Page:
Curse of the Pharaohs took me by surprise. I didn’t really think twice about putting it off—usually Assassin’s Creed DLC is filler, an indulgence I save for the quieter parts of the year. It’s an excuse to jump back in for 5 or 10 hours, and in the case of Assassin’s Creed: Origins I planned to spend some extra time mopping up side content I’d skipped.
I played through it recently though and quickly found out Curse of the Pharaohs is legitimately fantastic. Maybe the best Assassin’s Creed in years. The most creative, at the very least.
Blessing, not a curse
Set four years after the main game, Curse of the Pharaohs sends Bayek up the Nile to the ancient city of Thebes and the nearby Valley of the Kings. Less visually impressive than the Pyramids, the Valley of the Kings nevertheless plays host to a bunch of tombs dug into the cliffs, including those of Queen Nefertiti and King Tutankhamun.
And it’s from Tutankhamun’s tomb that Curse of the Pharaohs gets its name—or rather, the popular appraisal of Tutankhamun’s tomb. Certain Egyptian tombs were inscribed with a curse, something along the lines of “Anyone who disturbs this tomb will die.” Paraphrasing here. The idea of the curse was popularized after a handful of those involved with the unearthing of Tutankhamun’s tomb in the early 1900s died in mysterious ways.
Curse of the Pharaohs takes this to the extreme, with Bayek finding Thebes terrorized by the spirits of the pharaohs themselves. Nefertiti, Rameses II, Akhenaten, and Tutankhamun aren’t resting as peacefully as one might like, and Bayek suspects someone is using a Piece of Eden to resurrect the ancient rulers. It falls to him to reclaim it.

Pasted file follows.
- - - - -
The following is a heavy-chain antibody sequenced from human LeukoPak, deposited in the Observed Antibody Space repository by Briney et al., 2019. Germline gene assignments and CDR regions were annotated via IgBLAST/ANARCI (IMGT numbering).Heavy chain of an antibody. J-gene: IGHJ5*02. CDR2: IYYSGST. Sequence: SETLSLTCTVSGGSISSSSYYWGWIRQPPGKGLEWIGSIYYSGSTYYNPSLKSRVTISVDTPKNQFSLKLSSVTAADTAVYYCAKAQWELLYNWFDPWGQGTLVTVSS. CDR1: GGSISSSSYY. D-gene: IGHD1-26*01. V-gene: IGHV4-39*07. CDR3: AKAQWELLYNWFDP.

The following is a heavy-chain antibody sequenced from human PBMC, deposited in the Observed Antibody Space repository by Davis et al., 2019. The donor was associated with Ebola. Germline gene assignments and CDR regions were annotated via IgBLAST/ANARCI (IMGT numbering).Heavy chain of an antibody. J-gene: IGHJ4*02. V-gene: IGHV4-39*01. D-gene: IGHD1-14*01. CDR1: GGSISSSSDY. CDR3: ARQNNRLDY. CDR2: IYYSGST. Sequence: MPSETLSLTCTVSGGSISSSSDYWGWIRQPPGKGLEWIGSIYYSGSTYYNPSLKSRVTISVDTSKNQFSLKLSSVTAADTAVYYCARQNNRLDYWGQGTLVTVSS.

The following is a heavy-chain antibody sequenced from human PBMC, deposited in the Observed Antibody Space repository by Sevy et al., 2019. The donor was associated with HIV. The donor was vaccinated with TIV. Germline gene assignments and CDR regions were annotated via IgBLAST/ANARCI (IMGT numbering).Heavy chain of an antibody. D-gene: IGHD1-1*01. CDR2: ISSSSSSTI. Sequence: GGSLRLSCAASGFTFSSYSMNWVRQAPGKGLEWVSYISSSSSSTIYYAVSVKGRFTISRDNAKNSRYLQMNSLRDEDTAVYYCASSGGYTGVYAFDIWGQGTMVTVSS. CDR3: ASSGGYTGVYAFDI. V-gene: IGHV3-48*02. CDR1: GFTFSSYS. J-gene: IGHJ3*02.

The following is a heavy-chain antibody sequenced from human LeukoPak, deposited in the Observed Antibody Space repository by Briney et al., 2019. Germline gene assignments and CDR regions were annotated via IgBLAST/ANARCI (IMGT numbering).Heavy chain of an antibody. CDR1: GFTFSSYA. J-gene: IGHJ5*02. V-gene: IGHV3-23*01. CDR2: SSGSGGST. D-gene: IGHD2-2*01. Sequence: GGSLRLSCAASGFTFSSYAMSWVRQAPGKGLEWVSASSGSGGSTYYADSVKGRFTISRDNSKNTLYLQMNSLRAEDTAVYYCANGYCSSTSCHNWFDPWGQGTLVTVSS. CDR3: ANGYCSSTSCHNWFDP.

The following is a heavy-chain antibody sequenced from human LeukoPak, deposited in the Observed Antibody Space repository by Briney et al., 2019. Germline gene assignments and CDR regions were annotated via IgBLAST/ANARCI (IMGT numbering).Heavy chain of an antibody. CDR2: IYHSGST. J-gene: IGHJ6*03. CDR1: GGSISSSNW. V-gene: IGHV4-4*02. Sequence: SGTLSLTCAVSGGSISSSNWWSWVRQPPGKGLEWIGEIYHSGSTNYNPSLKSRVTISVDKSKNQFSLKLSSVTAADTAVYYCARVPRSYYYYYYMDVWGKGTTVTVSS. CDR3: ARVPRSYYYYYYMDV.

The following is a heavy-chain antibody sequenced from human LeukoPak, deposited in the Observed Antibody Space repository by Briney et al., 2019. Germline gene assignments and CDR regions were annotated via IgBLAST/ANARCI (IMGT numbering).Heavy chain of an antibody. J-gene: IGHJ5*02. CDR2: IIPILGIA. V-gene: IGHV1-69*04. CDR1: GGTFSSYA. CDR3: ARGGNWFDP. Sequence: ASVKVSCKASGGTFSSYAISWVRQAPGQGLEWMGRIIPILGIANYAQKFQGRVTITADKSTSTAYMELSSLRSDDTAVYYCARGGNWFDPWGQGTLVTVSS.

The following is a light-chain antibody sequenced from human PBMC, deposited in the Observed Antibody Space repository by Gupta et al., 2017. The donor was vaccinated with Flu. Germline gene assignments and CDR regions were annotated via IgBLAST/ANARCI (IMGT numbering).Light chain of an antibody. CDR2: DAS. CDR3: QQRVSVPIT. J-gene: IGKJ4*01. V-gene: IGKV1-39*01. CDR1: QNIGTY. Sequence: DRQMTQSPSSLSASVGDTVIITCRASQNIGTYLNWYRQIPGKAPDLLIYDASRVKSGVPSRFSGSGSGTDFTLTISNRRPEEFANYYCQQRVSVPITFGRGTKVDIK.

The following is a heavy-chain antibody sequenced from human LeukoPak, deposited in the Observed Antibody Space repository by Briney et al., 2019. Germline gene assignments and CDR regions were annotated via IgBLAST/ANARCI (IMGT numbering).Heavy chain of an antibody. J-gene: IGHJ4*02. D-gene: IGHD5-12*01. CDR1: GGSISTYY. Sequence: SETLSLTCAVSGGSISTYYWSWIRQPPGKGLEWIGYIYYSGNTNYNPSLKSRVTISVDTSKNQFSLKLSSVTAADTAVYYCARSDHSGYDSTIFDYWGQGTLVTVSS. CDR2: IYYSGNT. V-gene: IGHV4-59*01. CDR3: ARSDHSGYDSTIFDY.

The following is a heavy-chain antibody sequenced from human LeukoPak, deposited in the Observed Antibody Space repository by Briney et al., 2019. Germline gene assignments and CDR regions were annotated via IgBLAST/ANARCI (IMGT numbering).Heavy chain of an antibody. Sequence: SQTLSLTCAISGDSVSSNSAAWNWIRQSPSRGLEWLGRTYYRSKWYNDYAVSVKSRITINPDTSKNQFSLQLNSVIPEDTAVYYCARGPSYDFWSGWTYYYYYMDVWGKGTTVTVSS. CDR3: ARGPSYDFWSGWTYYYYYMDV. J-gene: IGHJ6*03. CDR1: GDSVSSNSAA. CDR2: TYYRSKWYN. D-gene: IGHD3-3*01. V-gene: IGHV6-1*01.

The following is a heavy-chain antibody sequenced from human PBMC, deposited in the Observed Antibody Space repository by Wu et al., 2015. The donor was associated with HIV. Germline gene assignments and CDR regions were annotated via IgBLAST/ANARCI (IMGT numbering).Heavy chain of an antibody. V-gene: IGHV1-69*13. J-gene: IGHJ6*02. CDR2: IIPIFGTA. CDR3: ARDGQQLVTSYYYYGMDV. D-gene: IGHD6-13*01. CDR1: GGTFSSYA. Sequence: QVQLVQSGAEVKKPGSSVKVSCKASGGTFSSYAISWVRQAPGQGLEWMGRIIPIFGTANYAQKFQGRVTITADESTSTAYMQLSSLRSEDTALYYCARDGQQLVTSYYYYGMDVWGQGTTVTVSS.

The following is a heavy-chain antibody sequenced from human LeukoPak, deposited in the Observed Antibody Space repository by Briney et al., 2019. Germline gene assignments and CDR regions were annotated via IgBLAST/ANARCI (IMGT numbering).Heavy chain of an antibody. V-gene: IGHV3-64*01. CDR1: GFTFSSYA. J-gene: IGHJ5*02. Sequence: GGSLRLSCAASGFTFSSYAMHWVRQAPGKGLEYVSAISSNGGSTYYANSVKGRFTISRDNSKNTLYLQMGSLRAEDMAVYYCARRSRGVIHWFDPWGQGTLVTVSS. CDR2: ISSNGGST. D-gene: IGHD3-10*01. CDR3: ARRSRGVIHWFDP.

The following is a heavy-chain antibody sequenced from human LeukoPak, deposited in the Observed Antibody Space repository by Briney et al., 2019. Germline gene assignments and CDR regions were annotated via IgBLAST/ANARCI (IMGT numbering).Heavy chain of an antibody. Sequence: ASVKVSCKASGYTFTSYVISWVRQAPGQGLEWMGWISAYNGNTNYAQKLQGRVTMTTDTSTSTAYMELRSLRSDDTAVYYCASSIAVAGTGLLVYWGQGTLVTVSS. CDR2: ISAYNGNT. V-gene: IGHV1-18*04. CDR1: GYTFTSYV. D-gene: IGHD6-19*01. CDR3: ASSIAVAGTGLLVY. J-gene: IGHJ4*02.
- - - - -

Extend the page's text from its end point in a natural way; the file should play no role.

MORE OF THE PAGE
Yes, this is Origins’s “wacky” expansion, like The Tyranny of King Washington in Assassin’s Creed III and Syndicate’s Jack the Ripper missions. Another reason I initially passed over it.
Curse of the Pharaohs is much more ambitious though. To start, this is an expansion to the vast open-world recreation of Egypt from the base game, and Thebes doesn’t disappoint. From the winding streets of the city itself to the landscape-dominating Temple of Hatshepsut to the dusty Valley of the Kings, it’s a dense and varied region, as packed with impressive vistas as it is small details to admire. Like Origins proper, the amount of work put into this living-history version of Ptolemaic Egypt continues to amaze me, and as a side note, I really hope Ubisoft expands the superb Discovery Tour mode into the Thebes map. I’d love to explore the Valley of the Kings in a pseudo-academic fashion too.
In any case, the real surprise is that Thebes is only half the map. Curse of the Pharaohs’s central gimmick, and what makes it a must-play, is that Bayek adventures into the afterlife.
Origins dabbled in these ideas of course, with Bayek chatting with his assassination targets after he’d stabbed them through the heart—a throwback to the original Assassin’s Creed, where Altair’s victims had similar on-death’s-doorstep monologues to deliver. Origins’s were way more stylish, with elements of the Egyptian pantheon interjected into the fray, or symbols of an unwitting villain’s sins rendered larger than life. They were some of the best parts of the game, to be honest.
Bayek stayed on his side of the barrier though. He escorted his victims to the Duat, the realm of the dead, but always returned to Egypt after leaving them to Ma'at’s judgment.